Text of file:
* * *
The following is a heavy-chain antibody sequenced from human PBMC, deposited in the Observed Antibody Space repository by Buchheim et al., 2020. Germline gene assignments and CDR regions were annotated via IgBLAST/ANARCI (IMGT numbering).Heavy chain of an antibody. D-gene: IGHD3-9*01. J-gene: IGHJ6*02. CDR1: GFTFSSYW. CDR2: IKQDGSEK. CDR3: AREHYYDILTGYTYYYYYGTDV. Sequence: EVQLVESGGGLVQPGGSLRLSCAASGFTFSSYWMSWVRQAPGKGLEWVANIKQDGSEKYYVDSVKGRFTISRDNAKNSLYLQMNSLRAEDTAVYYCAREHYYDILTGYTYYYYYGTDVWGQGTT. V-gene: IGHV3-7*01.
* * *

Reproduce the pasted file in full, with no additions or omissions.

The following is a heavy-chain antibody sequenced from human PBMC, deposited in the Observed Antibody Space repository by Buchheim et al., 2020. Germline gene assignments and CDR regions were annotated via IgBLAST/ANARCI (IMGT numbering).Heavy chain of an antibody. D-gene: IGHD3-9*01. J-gene: IGHJ6*02. CDR1: GFTFSSYW. CDR2: IKQDGSEK. CDR3: AREHYYDILTGYTYYYYYGTDV. Sequence: EVQLVESGGGLVQPGGSLRLSCAASGFTFSSYWMSWVRQAPGKGLEWVANIKQDGSEKYYVDSVKGRFTISRDNAKNSLYLQMNSLRAEDTAVYYCAREHYYDILTGYTYYYYYGTDVWGQGTT. V-gene: IGHV3-7*01.